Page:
8. Free Fall (2013)
If you want to dive more into LGBTQ content, this one is it. It tells the story of two cops who got their sexual arousal on one another. The only problem is that one of them is married and has a wife who is currently pregnant.
The film tells the story of “forbidden” love between two men who (no coincidence) work as police.
With this context, it is easy to describe if the film tries to criticize the subordination of the patriarchal system to homosexuality. However, films are also about choices and consequences, which feel universally applicable regardless of gender or sexual orientation. Films also do not tend to “judge”, but prefer to “present”. This makes the film feel more personal.
7. 303 (2018)
this one is an underrated film that we definitely think should get more recognition. Jule and Jan are two young people who, through the intervention of fate, travel together aboard a Mercedes 303 caravan from Berlin. Jule’s destination is Portugal, the country where her boyfriend lives, while Jan goes to Spain to meet her biological father. Both seem to be very different from each other, although as they go through countries, they will realize that they have more things in common than they imagined. The trip will help this unexpected duo to know who they really are and, perhaps, to establish more than a lasting friendship.
Undine works as a historian giving lectures on the development of the city of Berlin. When the man she loved left her, ancient myths caught up with her. Leopold’s films are always in a state of a slow burn that if you feel like you are into thrilling
If you are searching for a heart-beat exploding film, this would not be it. Regardless it is also for that very reason that his films are so special and appealing to the viewers.
You probably know this film from that one episode from Spongebob where a tall pale obscure-looking Dracula is switching the lamp on and off.
Nosferatu is a film about Count Dracula’s first in the world, but this adaptation is not an official adaptation. In other words, it was formed without the permission of Bram Stoker or his loyal officers. Therefore, in this film, Count Dracula’s name was changed to Count Orlok.
However, Count Orlok is still believed to be Count Dracula’s first visualization. It is said that when this film was allegedly plagiarized Dracula’s story bluntly, this film was asked to be destroyed, but apparently, there was 1 copy of the film that survived. This one copy was eventually reproduced and became a classic story for the future.
4. M (Eine Stadt sucht einen Morder) (1931)
Fritz Lang is the father of cinema. His work influenced man directors such as Alfred Hitchcock, the director of ‘Psycho’ (2016), and David Fincher. This film is no exception.
The film’s script is written by Fritz Lang and his wife, Thea von Harbou, seems to have a special interest in reminding mothers to look after their children. With such moral messages, this film does not necessarily fall into moralistic. The director’s cold hands make him an interesting study of the paranoia, gloom, and modernity that plagued German society after World War I.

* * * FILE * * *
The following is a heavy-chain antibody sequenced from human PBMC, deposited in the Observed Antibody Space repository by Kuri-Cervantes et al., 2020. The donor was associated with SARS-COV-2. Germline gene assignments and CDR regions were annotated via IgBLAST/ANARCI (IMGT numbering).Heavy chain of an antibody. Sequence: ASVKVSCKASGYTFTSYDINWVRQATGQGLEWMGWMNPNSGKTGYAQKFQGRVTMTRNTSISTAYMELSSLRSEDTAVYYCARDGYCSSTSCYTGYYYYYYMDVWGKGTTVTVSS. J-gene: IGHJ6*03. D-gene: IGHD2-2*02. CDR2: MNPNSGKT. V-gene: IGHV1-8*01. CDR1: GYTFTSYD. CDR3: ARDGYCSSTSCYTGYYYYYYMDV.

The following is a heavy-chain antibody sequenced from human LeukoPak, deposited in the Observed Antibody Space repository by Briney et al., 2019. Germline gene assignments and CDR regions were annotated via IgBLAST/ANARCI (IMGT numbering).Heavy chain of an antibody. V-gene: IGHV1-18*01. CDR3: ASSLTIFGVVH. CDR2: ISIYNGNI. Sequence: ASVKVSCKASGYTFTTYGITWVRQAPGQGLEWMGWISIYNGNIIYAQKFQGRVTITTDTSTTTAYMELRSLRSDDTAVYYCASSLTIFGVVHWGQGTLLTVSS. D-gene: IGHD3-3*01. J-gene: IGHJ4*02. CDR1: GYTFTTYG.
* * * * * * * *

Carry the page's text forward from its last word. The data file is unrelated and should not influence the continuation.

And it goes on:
3. Das Boot (1981)
The film ‘Das Boot’ tells the story of the lives of soldiers who carry out special duties on the u-boat when World War II rages in the Atlantic. Before departure, the entire crew of the u-boat was partying and doing all the fun as much as they could before they finally went on patrol of the open seas. They do this as if they will never come back again. On the u-boat, the crew received an ambitious war correspondent despite not having sufficient experience on the battlefield.
Although we are already sorting out the best german movies for you, it is uncanny that some of them just stand out more than the others. These movies are filled with so much potential not only to entertain and provoke the viewers but also to make an unforgettable tour-de-force that would last in one’s memory forever.
2. Nowhere in Africa (2001)
The film tells us about a hidden, small community of German people who live their life in Kenya, far off from the busy modern world. It is a love story of two different continents and the colliding of two different continents that are inseparable. A story of human bond despite differences. Besides that, the film also won Best Foreign Language Film’ at the 2001 Oscars.
1. The Lives of Others (Das leben der Anderen) (2006)
Grab a tissue because we doubt that you can go through this one without having a tingling sensation inside your heart. If there is one german film that is talked about, it is this film. This particular film got a score of 8.3 on IMDB.
The 137-minute film titled “The Lives of Others” revolves around the reconnaissance of a writer named George Dreyman played by Sebastian Koch. He was suspected of having the possibility of defecting from the Socialist Stasi in East Germany in 1984.
Several plays colored, to show how strong the influence of the Stasi at that time. One of the leaders was blacklisted because of some of his words that were heard against the Stasi. People whose homes are wired. Careful attitude and action that feels so controlling.
The climax of the conflict emerged when an article capable of tarnishing the socialists was published. The article then became controversial and made the deprivation of civil rights even more intense. Several conflicts and plot twists also occur here.